George Floyd Had Tested Positive For Coronavirus; More Charges Leveled Against Police Officers

The autopsy report further noted that his lungs were healthy but had some narrowing of arteries in the heart.

George Floyd, the African American man whose gruesome killing by four white Minneapolis police officers sparked nationwide protests, had tested positive for coronavirus, according to his full autopsy report released on Wednesday. According to the 20-page report, Floyd, 46, tested positive for Covid-19 on April 3.

On Monday, a summary finding of his report was released by the coroner's office, according to which he had a heart attack while being assaulted by the police officers. On May 25, four Minneapolis police officers went after Floyd after receiving a complaint that he paid a counterfeit $20 bill. In the video captured by the bystanders, officer Derek Chauvin is seen kneeling on Floyd's neck for over eight minutes, ignoring his cries of "I can't breathe!". He passed out and later died, sparking widespread protests over racism and police brutality in the U.S.

George Floyd

According to his full autopsy report, released by the Hennepin County Medical Examiner's Office with his family's permission, he had tested positive for Covid-19 on April 3. He tested positive for the virus' genetic code, or RNA, which can remain in a patient's body for weeks after recovery. Given the fact that he tested positive after his death meant that he was an asymptomatic carrier. It isn't clear if he displayed symptoms when he tested positive in April.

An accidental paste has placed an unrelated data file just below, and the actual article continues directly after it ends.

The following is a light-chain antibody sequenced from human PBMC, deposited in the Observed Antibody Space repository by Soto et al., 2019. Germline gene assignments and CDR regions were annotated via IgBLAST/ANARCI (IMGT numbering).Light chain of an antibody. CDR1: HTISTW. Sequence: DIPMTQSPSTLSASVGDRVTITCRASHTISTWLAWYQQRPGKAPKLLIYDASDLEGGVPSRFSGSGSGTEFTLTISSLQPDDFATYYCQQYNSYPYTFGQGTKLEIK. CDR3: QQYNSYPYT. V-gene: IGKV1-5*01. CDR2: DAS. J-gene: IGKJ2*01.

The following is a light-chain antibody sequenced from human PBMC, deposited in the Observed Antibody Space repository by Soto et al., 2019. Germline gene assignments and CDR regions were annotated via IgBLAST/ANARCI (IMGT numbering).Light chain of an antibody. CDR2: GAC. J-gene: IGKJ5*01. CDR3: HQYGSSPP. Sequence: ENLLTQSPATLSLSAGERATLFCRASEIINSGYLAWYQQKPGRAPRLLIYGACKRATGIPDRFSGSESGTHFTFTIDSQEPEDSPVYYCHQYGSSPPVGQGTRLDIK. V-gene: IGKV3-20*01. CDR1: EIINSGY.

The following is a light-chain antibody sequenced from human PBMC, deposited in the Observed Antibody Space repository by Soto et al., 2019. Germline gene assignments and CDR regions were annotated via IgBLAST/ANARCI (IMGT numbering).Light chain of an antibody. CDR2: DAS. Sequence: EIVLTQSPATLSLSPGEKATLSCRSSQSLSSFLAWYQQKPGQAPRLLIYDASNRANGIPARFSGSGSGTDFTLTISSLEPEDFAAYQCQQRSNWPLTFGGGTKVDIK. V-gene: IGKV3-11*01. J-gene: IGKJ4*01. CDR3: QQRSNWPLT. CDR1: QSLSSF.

The report further noted that his lungs were healthy but had some narrowing of arteries in the heart. Under its 'other significant conditions' section, the report listed fentanyl intoxication and recent methamphetamine use, but didn't include them under 'cause of death'. In its footnotes, the report stated that the signs of fentanyl toxicity can include "severe respiratory depression" and seizures, Associated Press reported.

Earlier this week, the medical examiner's office said that Floyd's death was a homicide. On Wednesday, the Minnesota Attorney General Keith Ellison upgraded charges on Derek Chauvin, the officer primarily responsible for his killing, to second-degree murder. He was charged with third-degree murder and manslaughter last Friday. Charges of aiding and abetting were leveled against Tou Thao, Thomas Lane and J. Alexander Kueng, the other three officers who were caught on camera assaulting Floyd.

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